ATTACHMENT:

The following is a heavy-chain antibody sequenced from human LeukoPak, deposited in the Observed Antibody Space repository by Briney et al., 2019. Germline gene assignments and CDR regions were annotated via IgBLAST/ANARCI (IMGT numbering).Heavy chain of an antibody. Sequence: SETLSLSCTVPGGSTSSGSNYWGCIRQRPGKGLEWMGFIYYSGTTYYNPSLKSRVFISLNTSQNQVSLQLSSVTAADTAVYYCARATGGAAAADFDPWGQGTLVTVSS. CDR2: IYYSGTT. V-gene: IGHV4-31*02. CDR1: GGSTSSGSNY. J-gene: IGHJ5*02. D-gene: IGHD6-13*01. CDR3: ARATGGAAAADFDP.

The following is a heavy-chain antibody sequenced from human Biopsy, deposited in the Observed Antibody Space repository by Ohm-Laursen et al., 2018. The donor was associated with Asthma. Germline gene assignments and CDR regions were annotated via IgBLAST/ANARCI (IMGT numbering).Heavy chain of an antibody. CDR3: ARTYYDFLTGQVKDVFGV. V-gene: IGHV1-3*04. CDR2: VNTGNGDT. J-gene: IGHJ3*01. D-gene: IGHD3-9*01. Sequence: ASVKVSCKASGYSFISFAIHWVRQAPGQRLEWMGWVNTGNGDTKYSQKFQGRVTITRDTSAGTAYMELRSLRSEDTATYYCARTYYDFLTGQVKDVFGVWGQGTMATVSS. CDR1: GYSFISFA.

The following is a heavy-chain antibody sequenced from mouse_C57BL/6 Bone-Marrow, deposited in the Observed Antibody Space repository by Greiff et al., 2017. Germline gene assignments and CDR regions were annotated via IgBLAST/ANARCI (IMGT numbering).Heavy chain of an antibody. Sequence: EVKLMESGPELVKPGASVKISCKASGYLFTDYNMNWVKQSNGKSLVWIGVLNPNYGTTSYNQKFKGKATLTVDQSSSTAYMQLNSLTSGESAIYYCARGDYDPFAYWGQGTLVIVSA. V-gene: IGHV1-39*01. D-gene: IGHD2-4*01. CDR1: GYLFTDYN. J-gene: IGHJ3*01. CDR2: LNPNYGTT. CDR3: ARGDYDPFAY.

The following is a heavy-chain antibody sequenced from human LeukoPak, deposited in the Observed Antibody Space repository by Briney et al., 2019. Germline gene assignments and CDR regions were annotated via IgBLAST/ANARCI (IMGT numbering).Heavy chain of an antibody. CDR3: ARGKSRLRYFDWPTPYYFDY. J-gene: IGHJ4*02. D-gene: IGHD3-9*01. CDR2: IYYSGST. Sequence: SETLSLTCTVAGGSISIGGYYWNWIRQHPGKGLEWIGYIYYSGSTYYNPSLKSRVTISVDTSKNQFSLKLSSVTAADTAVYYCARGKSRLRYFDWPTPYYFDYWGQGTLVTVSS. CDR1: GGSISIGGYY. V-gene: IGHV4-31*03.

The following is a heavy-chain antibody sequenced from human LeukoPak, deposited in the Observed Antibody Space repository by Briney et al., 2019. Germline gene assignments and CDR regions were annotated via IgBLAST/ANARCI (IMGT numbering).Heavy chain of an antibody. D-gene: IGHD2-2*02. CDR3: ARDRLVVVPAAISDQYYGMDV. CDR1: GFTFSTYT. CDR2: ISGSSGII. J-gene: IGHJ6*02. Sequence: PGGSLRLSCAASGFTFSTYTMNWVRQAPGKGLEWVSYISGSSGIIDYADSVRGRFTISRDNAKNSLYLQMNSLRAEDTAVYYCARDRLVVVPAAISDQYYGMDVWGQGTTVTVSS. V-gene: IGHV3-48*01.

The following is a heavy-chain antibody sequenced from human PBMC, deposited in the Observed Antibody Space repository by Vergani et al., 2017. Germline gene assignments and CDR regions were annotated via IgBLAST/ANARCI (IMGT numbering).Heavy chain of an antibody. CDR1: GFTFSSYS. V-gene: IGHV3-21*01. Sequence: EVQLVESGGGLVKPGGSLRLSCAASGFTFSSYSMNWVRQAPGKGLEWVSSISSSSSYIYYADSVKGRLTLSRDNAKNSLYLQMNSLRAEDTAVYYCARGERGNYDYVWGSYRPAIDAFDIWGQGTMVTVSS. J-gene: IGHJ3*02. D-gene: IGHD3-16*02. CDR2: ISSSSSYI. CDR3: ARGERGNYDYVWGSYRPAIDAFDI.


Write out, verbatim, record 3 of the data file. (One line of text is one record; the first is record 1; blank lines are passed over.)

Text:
The following is a heavy-chain antibody sequenced from mouse_C57BL/6 Bone-Marrow, deposited in the Observed Antibody Space repository by Greiff et al., 2017. Germline gene assignments and CDR regions were annotated via IgBLAST/ANARCI (IMGT numbering).Heavy chain of an antibody. Sequence: EVKLMESGPELVKPGASVKISCKASGYLFTDYNMNWVKQSNGKSLVWIGVLNPNYGTTSYNQKFKGKATLTVDQSSSTAYMQLNSLTSGESAIYYCARGDYDPFAYWGQGTLVIVSA. V-gene: IGHV1-39*01. D-gene: IGHD2-4*01. CDR1: GYLFTDYN. J-gene: IGHJ3*01. CDR2: LNPNYGTT. CDR3: ARGDYDPFAY.